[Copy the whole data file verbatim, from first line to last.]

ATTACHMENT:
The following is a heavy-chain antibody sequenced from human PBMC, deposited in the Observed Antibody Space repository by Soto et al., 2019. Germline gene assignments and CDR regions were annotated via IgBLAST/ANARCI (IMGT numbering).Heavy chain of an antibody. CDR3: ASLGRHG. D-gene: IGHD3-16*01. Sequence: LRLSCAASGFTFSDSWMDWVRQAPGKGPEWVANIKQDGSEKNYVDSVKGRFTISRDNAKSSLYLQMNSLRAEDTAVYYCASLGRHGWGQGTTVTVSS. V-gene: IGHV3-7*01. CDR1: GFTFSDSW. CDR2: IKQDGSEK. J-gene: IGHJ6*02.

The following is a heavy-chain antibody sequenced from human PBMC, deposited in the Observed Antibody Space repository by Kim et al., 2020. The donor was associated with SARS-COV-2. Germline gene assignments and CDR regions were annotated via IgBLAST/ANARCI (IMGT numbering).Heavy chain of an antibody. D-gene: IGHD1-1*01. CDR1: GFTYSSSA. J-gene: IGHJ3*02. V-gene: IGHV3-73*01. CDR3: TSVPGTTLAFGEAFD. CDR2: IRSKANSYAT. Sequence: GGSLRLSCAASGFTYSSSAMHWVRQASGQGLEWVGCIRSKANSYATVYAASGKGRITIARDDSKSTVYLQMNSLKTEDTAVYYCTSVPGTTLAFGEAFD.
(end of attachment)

The following is a heavy-chain antibody sequenced from human PBMC, deposited in the Observed Antibody Space repository by Soto et al., 2019. Germline gene assignments and CDR regions were annotated via IgBLAST/ANARCI (IMGT numbering).Heavy chain of an antibody. CDR3: ASLGRHG. D-gene: IGHD3-16*01. Sequence: LRLSCAASGFTFSDSWMDWVRQAPGKGPEWVANIKQDGSEKNYVDSVKGRFTISRDNAKSSLYLQMNSLRAEDTAVYYCASLGRHGWGQGTTVTVSS. V-gene: IGHV3-7*01. CDR1: GFTFSDSW. CDR2: IKQDGSEK. J-gene: IGHJ6*02.

The following is a heavy-chain antibody sequenced from human PBMC, deposited in the Observed Antibody Space repository by Kim et al., 2020. The donor was associated with SARS-COV-2. Germline gene assignments and CDR regions were annotated via IgBLAST/ANARCI (IMGT numbering).Heavy chain of an antibody. D-gene: IGHD1-1*01. CDR1: GFTYSSSA. J-gene: IGHJ3*02. V-gene: IGHV3-73*01. CDR3: TSVPGTTLAFGEAFD. CDR2: IRSKANSYAT. Sequence: GGSLRLSCAASGFTYSSSAMHWVRQASGQGLEWVGCIRSKANSYATVYAASGKGRITIARDDSKSTVYLQMNSLKTEDTAVYYCTSVPGTTLAFGEAFD.